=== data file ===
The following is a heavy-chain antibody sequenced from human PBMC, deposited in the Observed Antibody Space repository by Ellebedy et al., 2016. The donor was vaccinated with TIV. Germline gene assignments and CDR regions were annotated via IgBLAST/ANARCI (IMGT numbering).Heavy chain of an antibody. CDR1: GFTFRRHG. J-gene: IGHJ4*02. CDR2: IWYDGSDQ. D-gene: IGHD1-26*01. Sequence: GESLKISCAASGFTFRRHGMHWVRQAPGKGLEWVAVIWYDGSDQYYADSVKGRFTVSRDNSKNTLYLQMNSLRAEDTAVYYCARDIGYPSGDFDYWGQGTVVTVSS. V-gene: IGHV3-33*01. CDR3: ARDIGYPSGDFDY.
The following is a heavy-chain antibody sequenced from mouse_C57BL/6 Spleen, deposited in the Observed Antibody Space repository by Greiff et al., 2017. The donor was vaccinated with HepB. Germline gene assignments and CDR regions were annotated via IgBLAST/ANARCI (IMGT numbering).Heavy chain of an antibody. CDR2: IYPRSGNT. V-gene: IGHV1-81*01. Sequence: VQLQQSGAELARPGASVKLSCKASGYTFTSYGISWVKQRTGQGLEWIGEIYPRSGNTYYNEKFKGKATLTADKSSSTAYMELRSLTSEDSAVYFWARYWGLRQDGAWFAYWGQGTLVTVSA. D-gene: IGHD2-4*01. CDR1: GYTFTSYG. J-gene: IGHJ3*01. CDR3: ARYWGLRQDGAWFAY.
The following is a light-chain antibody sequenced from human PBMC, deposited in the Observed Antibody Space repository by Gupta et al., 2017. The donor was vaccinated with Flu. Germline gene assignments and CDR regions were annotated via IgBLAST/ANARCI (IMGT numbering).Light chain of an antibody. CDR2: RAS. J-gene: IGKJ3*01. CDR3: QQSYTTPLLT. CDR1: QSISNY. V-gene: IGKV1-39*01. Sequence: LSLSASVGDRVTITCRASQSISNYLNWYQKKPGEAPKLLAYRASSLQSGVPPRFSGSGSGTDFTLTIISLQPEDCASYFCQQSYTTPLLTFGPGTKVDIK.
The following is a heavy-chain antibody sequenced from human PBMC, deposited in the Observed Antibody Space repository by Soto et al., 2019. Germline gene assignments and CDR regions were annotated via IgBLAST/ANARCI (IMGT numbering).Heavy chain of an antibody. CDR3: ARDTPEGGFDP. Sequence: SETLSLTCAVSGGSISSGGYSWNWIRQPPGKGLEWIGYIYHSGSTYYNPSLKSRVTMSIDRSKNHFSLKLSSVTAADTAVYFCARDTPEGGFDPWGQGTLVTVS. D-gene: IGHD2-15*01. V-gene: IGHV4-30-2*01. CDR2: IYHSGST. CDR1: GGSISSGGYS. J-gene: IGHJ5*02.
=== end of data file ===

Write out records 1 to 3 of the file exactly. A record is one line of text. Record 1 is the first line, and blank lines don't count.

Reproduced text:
The following is a heavy-chain antibody sequenced from human PBMC, deposited in the Observed Antibody Space repository by Ellebedy et al., 2016. The donor was vaccinated with TIV. Germline gene assignments and CDR regions were annotated via IgBLAST/ANARCI (IMGT numbering).Heavy chain of an antibody. CDR1: GFTFRRHG. J-gene: IGHJ4*02. CDR2: IWYDGSDQ. D-gene: IGHD1-26*01. Sequence: GESLKISCAASGFTFRRHGMHWVRQAPGKGLEWVAVIWYDGSDQYYADSVKGRFTVSRDNSKNTLYLQMNSLRAEDTAVYYCARDIGYPSGDFDYWGQGTVVTVSS. V-gene: IGHV3-33*01. CDR3: ARDIGYPSGDFDY.
The following is a heavy-chain antibody sequenced from mouse_C57BL/6 Spleen, deposited in the Observed Antibody Space repository by Greiff et al., 2017. The donor was vaccinated with HepB. Germline gene assignments and CDR regions were annotated via IgBLAST/ANARCI (IMGT numbering).Heavy chain of an antibody. CDR2: IYPRSGNT. V-gene: IGHV1-81*01. Sequence: VQLQQSGAELARPGASVKLSCKASGYTFTSYGISWVKQRTGQGLEWIGEIYPRSGNTYYNEKFKGKATLTADKSSSTAYMELRSLTSEDSAVYFWARYWGLRQDGAWFAYWGQGTLVTVSA. D-gene: IGHD2-4*01. CDR1: GYTFTSYG. J-gene: IGHJ3*01. CDR3: ARYWGLRQDGAWFAY.
The following is a light-chain antibody sequenced from human PBMC, deposited in the Observed Antibody Space repository by Gupta et al., 2017. The donor was vaccinated with Flu. Germline gene assignments and CDR regions were annotated via IgBLAST/ANARCI (IMGT numbering).Light chain of an antibody. CDR2: RAS. J-gene: IGKJ3*01. CDR3: QQSYTTPLLT. CDR1: QSISNY. V-gene: IGKV1-39*01. Sequence: LSLSASVGDRVTITCRASQSISNYLNWYQKKPGEAPKLLAYRASSLQSGVPPRFSGSGSGTDFTLTIISLQPEDCASYFCQQSYTTPLLTFGPGTKVDIK.